The National Kidney Foundation of Maryland Serving Maryland and Delaware (NKF-MD-DE) will bring its free Kidney Health Risk Assessment (KHRA) to the Go Pink Go Blue Health Fair Expo taking place, Saturday, Oct. 28, from 11 a.m. to 3 p.m., at Mount Pleasant Church & Ministries (6000 Radecke Ave., Baltimore, Md. 21206).
Offered as part of NKF’s mission of early detection and early intervention, the KHRA helps identify adults at risk for chronic kidney disease and increases awareness of kidney disease risk factors in the community.
It uses a simple Body Mass Index (BMI) calculation, blood pressure measurement and a short six-question questionnaire to make participants aware of their risk factors for chronic kidney disease. Participants will receive brief consultations with physicians and dietitians to learn about kidney disease, as well as general nutrition and wellness guidelines.
Individuals not at risk will be given educational materials about maintaining good health, while those at risk will be directed to further screenings and advised to talk to medical professionals. Everyone is encouraged to follow up with their physician and to maintain regular primary care visits.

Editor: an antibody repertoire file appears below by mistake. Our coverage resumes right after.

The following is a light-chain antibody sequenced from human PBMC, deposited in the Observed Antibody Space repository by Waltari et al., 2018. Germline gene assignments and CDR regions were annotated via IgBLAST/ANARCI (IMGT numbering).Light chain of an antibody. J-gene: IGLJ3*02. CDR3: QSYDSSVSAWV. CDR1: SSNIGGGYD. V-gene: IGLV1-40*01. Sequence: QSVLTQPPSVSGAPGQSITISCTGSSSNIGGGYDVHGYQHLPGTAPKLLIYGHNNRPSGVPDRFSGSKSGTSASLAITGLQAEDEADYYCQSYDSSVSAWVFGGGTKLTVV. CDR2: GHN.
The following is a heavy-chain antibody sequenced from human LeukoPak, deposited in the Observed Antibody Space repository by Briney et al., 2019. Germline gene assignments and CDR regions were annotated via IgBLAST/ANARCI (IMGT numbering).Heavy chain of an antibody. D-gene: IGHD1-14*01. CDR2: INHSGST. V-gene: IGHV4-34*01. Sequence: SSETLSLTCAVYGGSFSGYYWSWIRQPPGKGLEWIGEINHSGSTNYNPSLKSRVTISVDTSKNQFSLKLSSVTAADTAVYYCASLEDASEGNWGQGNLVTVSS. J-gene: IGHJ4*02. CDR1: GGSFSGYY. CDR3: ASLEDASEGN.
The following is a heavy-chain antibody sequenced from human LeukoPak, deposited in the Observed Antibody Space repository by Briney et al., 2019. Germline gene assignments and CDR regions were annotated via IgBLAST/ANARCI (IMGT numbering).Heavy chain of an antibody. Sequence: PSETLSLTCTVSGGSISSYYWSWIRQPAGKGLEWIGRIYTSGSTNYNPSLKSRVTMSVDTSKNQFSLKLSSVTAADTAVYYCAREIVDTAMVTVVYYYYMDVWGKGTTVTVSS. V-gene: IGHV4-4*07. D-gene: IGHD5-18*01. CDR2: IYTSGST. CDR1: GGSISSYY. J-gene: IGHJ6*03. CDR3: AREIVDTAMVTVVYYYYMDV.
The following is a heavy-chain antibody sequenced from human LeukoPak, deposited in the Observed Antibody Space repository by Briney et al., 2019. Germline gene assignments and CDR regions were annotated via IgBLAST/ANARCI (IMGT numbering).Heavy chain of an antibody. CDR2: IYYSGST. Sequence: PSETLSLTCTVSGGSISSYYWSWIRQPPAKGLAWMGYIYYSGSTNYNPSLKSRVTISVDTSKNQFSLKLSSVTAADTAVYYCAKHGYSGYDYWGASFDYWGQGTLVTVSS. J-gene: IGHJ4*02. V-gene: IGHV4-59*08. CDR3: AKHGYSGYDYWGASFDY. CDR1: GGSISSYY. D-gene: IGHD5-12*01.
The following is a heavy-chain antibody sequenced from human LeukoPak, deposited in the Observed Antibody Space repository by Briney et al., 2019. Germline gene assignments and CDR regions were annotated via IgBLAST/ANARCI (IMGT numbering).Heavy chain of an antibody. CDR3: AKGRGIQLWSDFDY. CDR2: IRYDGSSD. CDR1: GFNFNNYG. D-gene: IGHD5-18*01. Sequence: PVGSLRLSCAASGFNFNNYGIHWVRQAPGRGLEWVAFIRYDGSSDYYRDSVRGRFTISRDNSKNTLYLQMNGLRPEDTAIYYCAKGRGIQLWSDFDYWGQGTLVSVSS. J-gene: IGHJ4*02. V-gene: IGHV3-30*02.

Although 30 million people are estimated to have CKD, 96 percent of those with early kidney disease (stages 1 and 2) don’t even know they have CKD. In fact, 25 percent of the 1,170 people screened in 2016 by NKF-MD-DE demonstrated significant results.
“Overall, CKD affects 15 percent of the U.S. adult population,” said Pattie Dash, executive director of the National Kidney Foundation Serving Maryland and Delaware. “It is imperative we try to reduce these numbers locally through community outreach events like this Expo.”
For details about this KHRA or other upcoming screenings and outreach events, visit www.kidneymd.org or call 410.494.8545 to speak with associate executive director, Jessica Quintilian.
The National Kidney Foundation (NKF) is the largest, most comprehensive and longstanding organization dedicated to the awareness, prevention and treatment of kidney disease. For more information, visit www.kidney.org.